I don’t particularly like asking for help. Unfortunately the career development buzzwords – knowledge sharing, collaboration, networking and mentorship – require one to overcome the difficult barrier that is admitting a shortcoming and seeking help.
When I dig a bit deeper into this tendency, there are a lot of fears and insecurities that pop up. It starts small, and I tell myself that without knowing who to approach in my company, it is better to figure it out on my own. Next, even if I know where to go for help, I rationalize that the expert I need to talk to is very busy and probably will not have the time to help me out. I look at the problem I am having, and think it is small, and not worth bringing someone else in. From there it becomes a bit more personal as I question my own abilities. If I can’t do this, am I qualified to do my job? If I ask for help, will I look dumb? Am I supposed to know this already? Very quickly, I determine that I had better figure it out on my own before someone discovers my woeful ignorance.
If it becomes chronic, this pattern of thinking has several destructive effects. For my company, I am wasting my coworkers’ time and resources to figure something out that other people have already done. For my project, I am not applying the best knowledge available. For me, I am not growing my network, building relationships or gaining access to the world class technical experts who are perfectly willing to spend five minutes helping me.
To break this cycle, I want to lay out a different, better way to think about asking for help. This is based on three key ideas:
Asking for help builds trusted relationships
Help is a magical word that opens the door for authentic relationships to develop. Instead of reaching out to an expert and asking for mentorship, or trying to set up an open ended “introduction” meeting to network, asking for help lets you sit side by side with someone to solve a problem. Contrary to the thoughts arising from my insecurities, most people enjoy being asked for help. It affirms that they are knowledgeable and valuable within the organization, which lends meaning and purpose to their job. Furthermore, when you ask someone for help who is not within your immediate office or project, it gives you access to his or her unique knowledge base and powerfully enhances your personal network.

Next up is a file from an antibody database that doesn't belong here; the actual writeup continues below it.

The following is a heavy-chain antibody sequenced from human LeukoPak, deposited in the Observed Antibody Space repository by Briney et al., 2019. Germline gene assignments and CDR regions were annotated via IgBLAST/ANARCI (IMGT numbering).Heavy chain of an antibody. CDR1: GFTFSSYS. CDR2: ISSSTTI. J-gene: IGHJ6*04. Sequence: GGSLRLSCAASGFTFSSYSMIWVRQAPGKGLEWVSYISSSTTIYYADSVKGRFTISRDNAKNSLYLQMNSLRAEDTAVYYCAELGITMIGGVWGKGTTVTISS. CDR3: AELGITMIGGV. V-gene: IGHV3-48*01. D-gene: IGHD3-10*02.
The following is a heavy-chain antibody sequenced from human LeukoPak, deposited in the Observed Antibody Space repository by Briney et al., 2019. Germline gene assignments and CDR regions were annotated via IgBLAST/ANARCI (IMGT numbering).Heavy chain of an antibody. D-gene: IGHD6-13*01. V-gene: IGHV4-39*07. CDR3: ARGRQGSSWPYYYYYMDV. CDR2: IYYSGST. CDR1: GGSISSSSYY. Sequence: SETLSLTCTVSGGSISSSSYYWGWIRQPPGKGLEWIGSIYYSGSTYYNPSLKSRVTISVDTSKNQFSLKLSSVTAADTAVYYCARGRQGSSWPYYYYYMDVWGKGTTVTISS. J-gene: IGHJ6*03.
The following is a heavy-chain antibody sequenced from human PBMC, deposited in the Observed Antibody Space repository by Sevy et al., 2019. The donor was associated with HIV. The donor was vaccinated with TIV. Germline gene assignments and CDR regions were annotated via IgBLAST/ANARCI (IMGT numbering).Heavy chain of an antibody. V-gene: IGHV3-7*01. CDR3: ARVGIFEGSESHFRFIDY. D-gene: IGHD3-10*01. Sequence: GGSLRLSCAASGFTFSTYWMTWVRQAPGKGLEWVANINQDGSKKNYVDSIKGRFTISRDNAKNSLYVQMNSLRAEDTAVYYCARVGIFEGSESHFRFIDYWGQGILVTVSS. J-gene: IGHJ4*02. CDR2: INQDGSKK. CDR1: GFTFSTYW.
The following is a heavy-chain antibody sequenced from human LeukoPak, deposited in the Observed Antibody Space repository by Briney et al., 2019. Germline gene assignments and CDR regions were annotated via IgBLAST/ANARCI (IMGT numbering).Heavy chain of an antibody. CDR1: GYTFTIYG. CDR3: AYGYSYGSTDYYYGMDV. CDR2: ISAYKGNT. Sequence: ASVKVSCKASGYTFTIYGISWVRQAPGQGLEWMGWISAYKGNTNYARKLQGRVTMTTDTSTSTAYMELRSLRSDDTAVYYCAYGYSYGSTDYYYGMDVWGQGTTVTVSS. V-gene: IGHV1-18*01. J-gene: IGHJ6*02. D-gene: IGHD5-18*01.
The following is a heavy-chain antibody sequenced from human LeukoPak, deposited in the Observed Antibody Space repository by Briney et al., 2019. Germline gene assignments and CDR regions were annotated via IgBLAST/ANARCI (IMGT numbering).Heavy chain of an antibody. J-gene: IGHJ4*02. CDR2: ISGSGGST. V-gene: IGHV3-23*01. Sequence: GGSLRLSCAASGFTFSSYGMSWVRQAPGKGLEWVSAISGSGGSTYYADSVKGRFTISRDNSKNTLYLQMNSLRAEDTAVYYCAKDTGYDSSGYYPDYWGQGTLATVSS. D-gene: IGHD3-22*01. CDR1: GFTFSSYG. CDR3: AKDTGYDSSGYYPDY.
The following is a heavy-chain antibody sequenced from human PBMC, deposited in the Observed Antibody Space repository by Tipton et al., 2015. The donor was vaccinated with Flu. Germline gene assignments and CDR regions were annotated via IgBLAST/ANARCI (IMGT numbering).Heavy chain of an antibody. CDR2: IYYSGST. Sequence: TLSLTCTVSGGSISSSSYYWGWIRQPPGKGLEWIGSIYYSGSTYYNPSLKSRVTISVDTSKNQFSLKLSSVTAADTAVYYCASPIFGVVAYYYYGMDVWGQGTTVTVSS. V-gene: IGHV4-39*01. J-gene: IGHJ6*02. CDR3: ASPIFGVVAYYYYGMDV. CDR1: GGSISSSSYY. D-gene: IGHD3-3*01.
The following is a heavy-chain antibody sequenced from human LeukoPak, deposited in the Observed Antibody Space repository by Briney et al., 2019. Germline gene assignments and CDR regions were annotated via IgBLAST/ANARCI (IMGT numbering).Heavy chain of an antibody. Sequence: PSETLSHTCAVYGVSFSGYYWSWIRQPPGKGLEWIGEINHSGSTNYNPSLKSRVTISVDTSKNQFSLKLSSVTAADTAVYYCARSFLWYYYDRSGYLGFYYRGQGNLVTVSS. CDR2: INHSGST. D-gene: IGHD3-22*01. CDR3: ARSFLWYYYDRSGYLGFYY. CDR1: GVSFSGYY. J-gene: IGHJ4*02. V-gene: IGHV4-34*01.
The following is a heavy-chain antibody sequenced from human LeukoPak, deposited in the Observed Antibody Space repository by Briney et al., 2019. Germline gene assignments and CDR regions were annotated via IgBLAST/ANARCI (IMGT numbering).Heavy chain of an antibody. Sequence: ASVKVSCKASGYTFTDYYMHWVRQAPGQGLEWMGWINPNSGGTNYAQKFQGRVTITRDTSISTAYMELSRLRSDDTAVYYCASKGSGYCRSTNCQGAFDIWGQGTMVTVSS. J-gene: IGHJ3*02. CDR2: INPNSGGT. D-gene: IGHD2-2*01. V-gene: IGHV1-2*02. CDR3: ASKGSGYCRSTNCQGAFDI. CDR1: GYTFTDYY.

Asking for help grows your technical skills
As an entry level engineer, you can have superb technical skills and an impressive education, but lack the decades of project experience that gives more experienced engineers their seasoned judgment. When you ask for help, you get the benefit of seeing how a more experienced professional would handle the problem that you have encountered. This is one of the few ways that you can add judgment to your technical skills without first making a mistake. Furthermore, we all know it is impossible to stay up to date on all of the new technologies and projects that are going on around the world. Asking for help will quickly increase your awareness of the best new technologies and expand the horizon of possibilities when it comes to design. This also prevents you from spending a lot of time working on a sub-optimal solution when someone else has already figured out a better way.
Asking for help gives instant feedback on your work
Finally, asking for help can give you a valuable feedback mechanism to determine how well you are doing your work. It is easy to fall into patterns and habits that seem right, but hours, days, or even weeks later, we find out that a significant amount of work was based on an erroneous assumption. This costs time and money to fix and is extremely frustrating from a personal perspective. When you ask for help, someone with a different perspective challenges the way we think. Their viewpoints can help expose blind spots and increase the quality of your work.
I want to end with a few practical suggestions when it comes to asking for help.
- Make an implicit promise – Let someone know what they are getting into with an implicit promise of the time commitment. For instance, instead of saying: “can you help me with ________?” Say instead: “could you take 15 minutes to help me with _________?”
- Start your ask with encouragement – When you are asking someone to help you, use it as an opportunity to tell someone they are doing a good job or that they have an excellent reputation. For instance, “Jenny, I have heard that you are very experienced in finite element analysis and that you do really good work. Do you, by chance, have ten minutes to help me address a modeling issue I am having with a project?”
- Go outside of your normal circles – One of the most frequently documented trends in sociology is a tendency for people to connect with others who are like themselves. Don’t do this. Ask for help from a variety of people with a variety of different experience and job titles. This will help you to break out from your typical patterns and routines. This will provide marvelous networking opportunities and access to new knowledge.
So, the next time that you get stuck on a project, and fear and insecurity start to creep in, don’t be afraid to ask for help.